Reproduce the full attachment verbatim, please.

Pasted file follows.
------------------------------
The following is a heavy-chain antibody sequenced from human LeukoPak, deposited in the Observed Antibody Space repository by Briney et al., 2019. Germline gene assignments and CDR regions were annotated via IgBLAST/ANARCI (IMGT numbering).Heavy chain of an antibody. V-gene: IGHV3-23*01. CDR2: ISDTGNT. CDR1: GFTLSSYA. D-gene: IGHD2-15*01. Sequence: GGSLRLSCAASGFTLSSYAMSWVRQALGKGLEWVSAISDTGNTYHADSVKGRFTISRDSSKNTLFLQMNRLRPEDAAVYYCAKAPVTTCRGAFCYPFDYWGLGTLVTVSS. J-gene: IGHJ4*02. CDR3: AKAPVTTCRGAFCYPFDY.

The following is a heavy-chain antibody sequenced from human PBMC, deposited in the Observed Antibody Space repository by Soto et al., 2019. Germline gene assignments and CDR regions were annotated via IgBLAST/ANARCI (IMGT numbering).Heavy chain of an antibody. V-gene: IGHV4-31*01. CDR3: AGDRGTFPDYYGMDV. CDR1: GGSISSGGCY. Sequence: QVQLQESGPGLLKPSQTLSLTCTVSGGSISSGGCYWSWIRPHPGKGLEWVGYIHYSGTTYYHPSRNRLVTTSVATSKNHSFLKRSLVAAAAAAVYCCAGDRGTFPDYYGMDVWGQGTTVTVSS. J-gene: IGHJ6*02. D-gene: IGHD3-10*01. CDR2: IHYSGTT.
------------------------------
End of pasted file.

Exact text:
The following is a heavy-chain antibody sequenced from human LeukoPak, deposited in the Observed Antibody Space repository by Briney et al., 2019. Germline gene assignments and CDR regions were annotated via IgBLAST/ANARCI (IMGT numbering).Heavy chain of an antibody. V-gene: IGHV3-23*01. CDR2: ISDTGNT. CDR1: GFTLSSYA. D-gene: IGHD2-15*01. Sequence: GGSLRLSCAASGFTLSSYAMSWVRQALGKGLEWVSAISDTGNTYHADSVKGRFTISRDSSKNTLFLQMNRLRPEDAAVYYCAKAPVTTCRGAFCYPFDYWGLGTLVTVSS. J-gene: IGHJ4*02. CDR3: AKAPVTTCRGAFCYPFDY.

The following is a heavy-chain antibody sequenced from human PBMC, deposited in the Observed Antibody Space repository by Soto et al., 2019. Germline gene assignments and CDR regions were annotated via IgBLAST/ANARCI (IMGT numbering).Heavy chain of an antibody. V-gene: IGHV4-31*01. CDR3: AGDRGTFPDYYGMDV. CDR1: GGSISSGGCY. Sequence: QVQLQESGPGLLKPSQTLSLTCTVSGGSISSGGCYWSWIRPHPGKGLEWVGYIHYSGTTYYHPSRNRLVTTSVATSKNHSFLKRSLVAAAAAAVYCCAGDRGTFPDYYGMDVWGQGTTVTVSS. J-gene: IGHJ6*02. D-gene: IGHD3-10*01. CDR2: IHYSGTT.